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Cloud Computing for Libraries (11)

by Marshall Breeding

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Gain an understanding of how cloud computing can make library technology more manageable and cost-effective. Cloud computing is used broadly to describe nearly any type of virtualized computing environment where a library relies on a remote hosting environment for a major automation component. It's as much a marketing term as technical one. Marshall Breeding will help you distinguish hype from substance, as you consider the options for moving essential services to the cloud. It's not all or nothing. You can use cloud services selectively, while you locally manage other computing operatons.

Marshall Breeding is director for innovative technologies and research for the Vanderbilt University Libraries. A speaker, writer and consultant, he reports on library technology and vendors for ALA TechSource's Smart Libraries Newsletter, Library Journal, and Computers in Libraries. Follow Marshall on Twitter: @mbreeding.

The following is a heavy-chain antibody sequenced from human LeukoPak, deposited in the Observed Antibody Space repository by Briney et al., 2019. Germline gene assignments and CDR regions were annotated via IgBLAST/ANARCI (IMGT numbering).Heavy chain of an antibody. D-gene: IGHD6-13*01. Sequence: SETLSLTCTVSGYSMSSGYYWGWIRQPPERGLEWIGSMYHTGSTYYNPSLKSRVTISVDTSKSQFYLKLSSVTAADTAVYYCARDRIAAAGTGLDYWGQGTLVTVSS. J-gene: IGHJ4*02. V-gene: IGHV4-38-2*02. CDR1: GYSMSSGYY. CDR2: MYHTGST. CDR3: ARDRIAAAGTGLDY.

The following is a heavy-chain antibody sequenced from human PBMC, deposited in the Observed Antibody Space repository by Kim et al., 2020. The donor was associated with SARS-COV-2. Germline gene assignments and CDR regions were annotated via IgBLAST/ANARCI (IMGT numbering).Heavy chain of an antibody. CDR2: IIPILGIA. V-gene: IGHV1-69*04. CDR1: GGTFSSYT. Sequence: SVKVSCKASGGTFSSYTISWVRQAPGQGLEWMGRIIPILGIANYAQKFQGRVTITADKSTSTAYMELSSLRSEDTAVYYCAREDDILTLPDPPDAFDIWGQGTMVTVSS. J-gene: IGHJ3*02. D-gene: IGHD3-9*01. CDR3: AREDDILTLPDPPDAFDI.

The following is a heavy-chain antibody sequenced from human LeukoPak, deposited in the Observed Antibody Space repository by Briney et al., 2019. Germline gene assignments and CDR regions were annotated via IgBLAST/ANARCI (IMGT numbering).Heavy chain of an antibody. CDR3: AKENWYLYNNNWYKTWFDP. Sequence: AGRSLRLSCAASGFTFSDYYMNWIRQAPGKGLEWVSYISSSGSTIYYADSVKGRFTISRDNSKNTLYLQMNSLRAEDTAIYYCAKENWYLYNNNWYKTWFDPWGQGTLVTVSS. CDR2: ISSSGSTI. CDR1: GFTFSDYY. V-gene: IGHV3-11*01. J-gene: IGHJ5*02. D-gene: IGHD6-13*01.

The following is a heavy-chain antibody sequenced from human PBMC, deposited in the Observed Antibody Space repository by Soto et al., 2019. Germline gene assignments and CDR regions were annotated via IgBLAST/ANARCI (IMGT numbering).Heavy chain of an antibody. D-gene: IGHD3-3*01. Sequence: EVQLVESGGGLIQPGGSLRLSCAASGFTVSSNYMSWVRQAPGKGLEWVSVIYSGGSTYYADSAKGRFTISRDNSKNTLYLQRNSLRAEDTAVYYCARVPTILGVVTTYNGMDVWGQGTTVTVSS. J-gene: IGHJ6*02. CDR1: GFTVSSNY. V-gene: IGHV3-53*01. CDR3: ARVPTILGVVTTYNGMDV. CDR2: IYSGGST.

Marshall Breeding's website Library Technology Guides is an excellent resource for industry news. Use the search term "cloud" and view press releases for vendors' latest offerings. And watch out for the hype!

Marshall wrote in the January 2012 Smart Libraries column "What's in Store for 2012":

Cloud computing will see continued growth, with a high proportion of new library automation projects deployed through software as a service rather than on servers housed in the library. In addition to libraries that implement the new-generation products intrinsically designed for implementation as cloud-based services, many libraries running traditional products will contract for hosting services from the vendor. The library automation economy will continue to evolve away being from one driven by up-front license fees and will become one based more on annual subscriptions.

Marshall talks about the book with Series Editor Ellyssa Kroski.

Table of Contents, Chapter 1, and Index

Cloud Computing for Libraries